Asbestos campaign launch blind to Scottish differences

From RESPUBLICA on 25th November:

On the 24th of November 1999, the United Kingdom banned the use of asbestos. Twenty years later and this toxic mineral still plagues public health, being linked to multiple diseases including mesothelioma.

But why has asbestos remained such a threat to public health, despite laws which prevent its use? The answer is two-fold.

First, vast quantities remain inside public and private buildings throughout the UK. This is because we used asbestos heavily in construction up until the 1980’s and have been unable, or perhaps unwilling, to remove it from the schools, hospitals, and domestic premises’ where it remains in-situ.

Second, the laws we enact to manage this in-situ asbestos, such as the Control of Asbestos Regulations 2012 (CAR12), do not effectively safeguard the public from harm. Not only do our asbestos laws lag those in many European countries, such as Germany and France, but evidence has pointed to there being widespread non-compliance with CAR12 in the UK.

Yet, the mortality rate from mesothelioma is not the same across the UK but is lower per capita in Scotland than in England or Wales. See this:

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England has 11 times the population of Scotland so, all things being equal, the mortality rate would be 1 848 in England, but it was 2 134 in 2017, 15% higher. As for Wales with a population around three fifths of Scotland the rate should be around 100 yet was 142 in 2017, 40% higher.

Now, Scotland has an equally if not greater history of industrialisation, especially in ship-building), associated with the use of asbestos (, yet the mortality rate is lower.

Looking more closely, however, we can see that it is the female mortality rate which differs most. The male mortality rate is slightly lower per capita but the female rate is much lower. If we multiply the 22 deaths in 2017 by 11, we get only 242 compared with 358, nearly 50% higher. Might this suggest that the industrial experiences of males in Scotland exposing them to asbestos dust was comparable to that in England but that the experience of women, in the home, was markedly different? Though building standards are often described as stricter in Scotland, I can find no evidence for differences with regard to asbestos.

I appreciate that the explanation will be complex, perhaps uncertain and multifactorial, but has NHS Scotland’s better performance on cancer treatment helped? See:

Over the last ten years, the overall risk of dying from cancer (the age-adjusted cancer mortality rate) has fallen by 10%, a decrease of 12% for males and 7% for females.

82.4% of patients started treatment within the 62-day period from referral to first treatment, up from 81.4% in the previous quarter. The figure for NHS England was 77.8%.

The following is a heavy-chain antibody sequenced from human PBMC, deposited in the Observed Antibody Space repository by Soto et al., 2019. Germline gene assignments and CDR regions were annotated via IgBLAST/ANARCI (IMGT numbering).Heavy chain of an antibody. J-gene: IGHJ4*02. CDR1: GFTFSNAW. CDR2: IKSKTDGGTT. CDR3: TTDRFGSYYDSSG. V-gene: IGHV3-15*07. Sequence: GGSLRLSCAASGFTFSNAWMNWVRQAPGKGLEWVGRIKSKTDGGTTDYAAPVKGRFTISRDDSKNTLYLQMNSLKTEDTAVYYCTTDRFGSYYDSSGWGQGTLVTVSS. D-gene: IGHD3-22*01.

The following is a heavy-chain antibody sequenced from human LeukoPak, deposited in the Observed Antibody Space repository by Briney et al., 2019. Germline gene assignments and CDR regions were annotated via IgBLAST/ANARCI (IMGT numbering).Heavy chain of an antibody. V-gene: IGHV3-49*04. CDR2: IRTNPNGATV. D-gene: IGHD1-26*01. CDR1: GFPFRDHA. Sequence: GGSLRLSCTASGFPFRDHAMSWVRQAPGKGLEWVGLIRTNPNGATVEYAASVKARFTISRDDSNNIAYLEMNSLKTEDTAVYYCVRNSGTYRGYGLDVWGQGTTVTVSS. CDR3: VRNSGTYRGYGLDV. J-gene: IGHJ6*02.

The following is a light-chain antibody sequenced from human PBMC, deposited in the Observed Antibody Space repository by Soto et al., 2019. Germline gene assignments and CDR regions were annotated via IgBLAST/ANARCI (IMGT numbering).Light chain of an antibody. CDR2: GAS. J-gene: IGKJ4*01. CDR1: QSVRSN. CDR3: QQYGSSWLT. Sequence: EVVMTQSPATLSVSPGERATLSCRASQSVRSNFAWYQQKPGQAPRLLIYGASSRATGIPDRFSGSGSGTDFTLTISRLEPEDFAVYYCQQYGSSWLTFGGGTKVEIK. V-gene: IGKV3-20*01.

94.7% of patients started treatment within the 31-day from decision to treat to first cancer treatment compared with 94.9% in the previous quarter. The difference is not statistically significant, and the English figures are not directly comparable as they have a two-week target.

Published by johnrobertson834

Retired Professor of Media Politics Not-for-profit independent political analysis

4 thoughts on “Asbestos campaign launch blind to Scottish differences

  1. “”Might this suggest that the industrial experiences of males in Scotland exposing them to asbestos dust was comparable to that in England but that the experience of women, in the home, was markedly different””

    And who washed the men’s boiler suits and work clothes? The asbestos fibres were brought into the home on the men’s clothes. Exposure may have been lower but women, and their families, were exposed irrespective of whether there was asbestos iused in the construction of the building itself. Remember too all those ironing boards with their asbestos pads for the iron.

    As you say, complex

    Liked by 1 person

      1. Not really other than the possibility that early on they were mis-diagnosed or if they had or died from lung cancer asbestos may not have been considered as the cause . It was seen as an industrial work-related condition so women may not have been considered as likely to be exposed to asbestos. Few would have considered the exposure due to the fibres being brought home on the men’s clothes. I found this:

        In the 1950s my father worked in an iron foundry. No protective clothing no Health and Safety but lots and lots of dust. There was a magnet in one of the drawers in our sideboard.with a metal nail file permanently attached to it. Fascinating for a child of course because the nail file had become magnetised. It was there because when my father came home from work he used the nail file to get the fine iron dust out of his eyes! And the women washed the clothes. He had to leave the factory in the mid-50s because the mass X-ray screening of the time picked up the fact that he had the start of silicosis in his lungs.

        Liked by 1 person

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